[These images are painted figures from the gallery at Hydra Miniatures, a site that sells really awesome pulp sci-fi figures. I doubt they care at all about the Booker Prize so I hope they don't mind my using the image here. Check them out.]
There was an interesting article in the Guardian discussing science fiction author Kim Stanley Robinson's assertion that the United Kingdom's Booker Prize for literature routinely and unjustly snubs science fiction as a genre. One of the judges, English professor John Mullan, argues that science fiction has become an enclosed world cut off from the rest of fiction and mainstream society. "When I was 18 it was a genre as accepted as other genres . . ." he says, but this is no longer the case.
There is a whole lot of stuff to unpack here. First, Mullan's comment seems wrongheaded to me because it gets things precisely backwards. Growing up, I found science fiction to be much less accepted as a genre than other forms. I was never able to convince an English teacher to allow me to write a book report or a literary critique of a work of science fiction, for example. Moreover, the literary quality of the writing in science fiction, particularly in the terms of the depth of characterization and the richness of the language itself, has improved significantly in the past few decades. There have always been standouts in this regard, but there are many writers these days who can craft a tale involving fantastic settings and social/technological speculation while also presenting characters that go beyond the classic archetypes and stereotypes of the genre.
I also think that there are more mainstream writers crossing over into science fiction-influenced stories and vice versa. Authors like Greg Bear and Orson Scott Card have written what are essentially contemporary thrillers in recent years, while a mystery writer like Walter Mosley has tried his hand at science fiction. Maria Doria Russell wrote a powerful science fiction novel, The Sparrow, and a sequel Children of God, but shifted to historical fiction in later work.
Just because publishers label certain novels in particular ways and bookstores stock them in specific sections should not preclude anyone with the capability of walking a dozen paces or so from checking out what is going on in different fields. The branch of the public library closest to us has all the fiction books mixed together on the shelves by author. I find this quite refreshing, to tell you the truth.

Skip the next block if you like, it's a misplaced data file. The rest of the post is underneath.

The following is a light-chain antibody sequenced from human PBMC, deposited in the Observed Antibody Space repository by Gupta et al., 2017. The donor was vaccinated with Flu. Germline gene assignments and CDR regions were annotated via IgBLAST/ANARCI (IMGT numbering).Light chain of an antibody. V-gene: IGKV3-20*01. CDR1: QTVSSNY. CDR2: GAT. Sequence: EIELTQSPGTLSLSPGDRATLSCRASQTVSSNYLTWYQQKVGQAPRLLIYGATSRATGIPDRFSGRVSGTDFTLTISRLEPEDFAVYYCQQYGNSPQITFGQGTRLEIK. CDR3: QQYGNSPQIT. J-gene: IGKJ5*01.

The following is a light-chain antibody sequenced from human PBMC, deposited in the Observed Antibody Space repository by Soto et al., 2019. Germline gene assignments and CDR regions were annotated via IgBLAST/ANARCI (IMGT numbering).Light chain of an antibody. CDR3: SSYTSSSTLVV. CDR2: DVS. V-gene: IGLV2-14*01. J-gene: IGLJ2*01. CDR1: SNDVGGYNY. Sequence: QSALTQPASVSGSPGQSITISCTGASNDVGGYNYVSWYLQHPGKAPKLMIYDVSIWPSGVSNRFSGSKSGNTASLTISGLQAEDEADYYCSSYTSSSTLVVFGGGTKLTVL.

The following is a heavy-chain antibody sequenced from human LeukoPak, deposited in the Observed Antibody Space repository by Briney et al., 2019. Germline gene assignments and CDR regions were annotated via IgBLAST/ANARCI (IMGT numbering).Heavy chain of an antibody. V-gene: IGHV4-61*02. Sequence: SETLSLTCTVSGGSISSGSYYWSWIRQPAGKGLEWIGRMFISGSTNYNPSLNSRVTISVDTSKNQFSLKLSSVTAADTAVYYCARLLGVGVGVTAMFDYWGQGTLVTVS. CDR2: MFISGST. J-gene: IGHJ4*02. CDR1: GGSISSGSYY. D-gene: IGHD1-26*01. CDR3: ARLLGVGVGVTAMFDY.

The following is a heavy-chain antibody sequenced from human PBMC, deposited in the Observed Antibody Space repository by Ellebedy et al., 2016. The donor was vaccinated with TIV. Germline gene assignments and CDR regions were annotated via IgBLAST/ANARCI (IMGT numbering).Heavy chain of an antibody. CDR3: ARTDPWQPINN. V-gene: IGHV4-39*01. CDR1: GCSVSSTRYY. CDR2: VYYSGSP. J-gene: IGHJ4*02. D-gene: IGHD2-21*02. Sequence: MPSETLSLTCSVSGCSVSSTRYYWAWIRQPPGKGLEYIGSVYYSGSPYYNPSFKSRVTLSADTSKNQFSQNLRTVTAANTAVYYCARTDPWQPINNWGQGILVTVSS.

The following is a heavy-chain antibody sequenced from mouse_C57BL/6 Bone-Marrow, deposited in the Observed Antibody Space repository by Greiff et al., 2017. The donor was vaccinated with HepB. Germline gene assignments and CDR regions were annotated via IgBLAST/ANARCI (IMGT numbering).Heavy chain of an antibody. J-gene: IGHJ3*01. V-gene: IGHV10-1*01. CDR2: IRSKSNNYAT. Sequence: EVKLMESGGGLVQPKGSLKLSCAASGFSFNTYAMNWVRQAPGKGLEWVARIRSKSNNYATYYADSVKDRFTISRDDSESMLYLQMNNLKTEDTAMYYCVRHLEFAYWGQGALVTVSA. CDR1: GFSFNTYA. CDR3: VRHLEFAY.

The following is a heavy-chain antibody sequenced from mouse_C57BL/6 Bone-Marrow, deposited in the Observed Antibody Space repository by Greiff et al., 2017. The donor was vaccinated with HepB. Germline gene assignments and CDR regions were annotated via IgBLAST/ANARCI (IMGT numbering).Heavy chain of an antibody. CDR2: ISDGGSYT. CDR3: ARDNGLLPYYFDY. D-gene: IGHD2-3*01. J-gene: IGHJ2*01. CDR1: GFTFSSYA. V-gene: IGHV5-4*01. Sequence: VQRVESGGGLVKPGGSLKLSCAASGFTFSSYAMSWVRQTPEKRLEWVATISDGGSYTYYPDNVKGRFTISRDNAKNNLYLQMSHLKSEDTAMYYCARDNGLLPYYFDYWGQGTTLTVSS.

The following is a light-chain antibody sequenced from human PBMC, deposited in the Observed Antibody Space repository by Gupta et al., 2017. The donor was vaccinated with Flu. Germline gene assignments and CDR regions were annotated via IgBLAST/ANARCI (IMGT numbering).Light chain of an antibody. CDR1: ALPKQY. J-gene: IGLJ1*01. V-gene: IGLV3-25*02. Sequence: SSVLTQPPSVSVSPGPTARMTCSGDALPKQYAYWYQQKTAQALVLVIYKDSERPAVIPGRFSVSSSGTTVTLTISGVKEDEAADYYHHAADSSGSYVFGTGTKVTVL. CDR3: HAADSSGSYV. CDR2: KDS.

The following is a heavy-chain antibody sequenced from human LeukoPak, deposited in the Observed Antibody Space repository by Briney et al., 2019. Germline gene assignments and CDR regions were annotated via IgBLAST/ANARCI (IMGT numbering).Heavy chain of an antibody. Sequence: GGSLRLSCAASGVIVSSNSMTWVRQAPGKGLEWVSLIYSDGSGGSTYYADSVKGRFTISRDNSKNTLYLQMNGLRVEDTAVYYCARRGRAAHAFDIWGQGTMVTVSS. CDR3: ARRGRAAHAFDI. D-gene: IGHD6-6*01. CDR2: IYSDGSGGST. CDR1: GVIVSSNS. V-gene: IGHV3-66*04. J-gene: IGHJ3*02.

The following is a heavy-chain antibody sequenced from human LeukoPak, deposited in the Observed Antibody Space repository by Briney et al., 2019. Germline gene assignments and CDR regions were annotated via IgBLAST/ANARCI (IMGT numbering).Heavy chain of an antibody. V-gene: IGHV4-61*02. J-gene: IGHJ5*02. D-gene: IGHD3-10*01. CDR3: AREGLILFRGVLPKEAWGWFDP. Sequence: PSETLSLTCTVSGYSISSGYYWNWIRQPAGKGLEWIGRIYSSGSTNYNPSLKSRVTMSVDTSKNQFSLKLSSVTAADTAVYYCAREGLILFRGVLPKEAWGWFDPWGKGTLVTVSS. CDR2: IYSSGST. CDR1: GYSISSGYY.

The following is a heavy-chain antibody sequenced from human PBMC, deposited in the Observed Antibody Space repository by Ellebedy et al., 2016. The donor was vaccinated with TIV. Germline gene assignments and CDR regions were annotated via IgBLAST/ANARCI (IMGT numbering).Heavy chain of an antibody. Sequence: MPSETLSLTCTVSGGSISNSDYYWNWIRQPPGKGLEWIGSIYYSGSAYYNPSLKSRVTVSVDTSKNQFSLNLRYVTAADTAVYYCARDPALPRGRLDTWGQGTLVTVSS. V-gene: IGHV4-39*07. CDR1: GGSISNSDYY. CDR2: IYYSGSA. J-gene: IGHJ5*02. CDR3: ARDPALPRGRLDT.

Second, I do think it has become harder to write what is generally accepted as cutting edge or hard science fiction, because the scientific and technological issues involved have become more complex and more likely, if extrapolated to their logical extremes, to transform the main characters into something unrecognizable as human. Someone might craft an excellent book in this regard that utterly fails to grab a reader because they cannot relate to the inhuman or posthuman protagonist(s). Now, this sort of thing might be what Mullan is referring to, but I hardly think it is any more common than were the older sci-fi books that failed to grab mainstream readers because they could not relate to the subhuman protagonist(s), those cardboard valiant engineers and monocultural aliens who fell flat.
Third, the themes of science fiction are demonstrably more relevant today, because we live in a world where the pace of technological change, the clash of cultures, and the impact of modern society on the environment are major news headlines. Positing future scenarios about such circumstances as a kind of thought experiment is precisely the sort of thing at which good science fiction excels. In this sense it is more equipped to inform readers about our modern condition and where it might lead than many other genres, while remaining equally capable of entertainment.
Finally, I found a bit of irony in the fact that I've never found Kim Stanley Robinson's own writing very compelling in spite of his accolades. I've tried twice to read The Years of Rice and Salt to no avail, because it is hard to get a feel for the characters and I have to be in the mood to have to work to understand what he's talking about because he explains things so poorly or vaguely. Never was interested in the Mars trilogy that he's famous for, though I might give it another try in the future. Still, though he isn't my personal cup of tea and I would therefore probably take his own literary award suggestions (as noted in the article) with a grain of salt (or rice), Mr. Robinson seems to be making a valid point here.
It's startling that comic books have probably gained more critical appreciation, and certainly more popular appreciation, in the past decade or so than science fiction has. I wonder if that's because comics translate so easily to the big screen or the television, while most movies or television shows dubbed science fiction are very, very simplistic compared to the current literature in the field.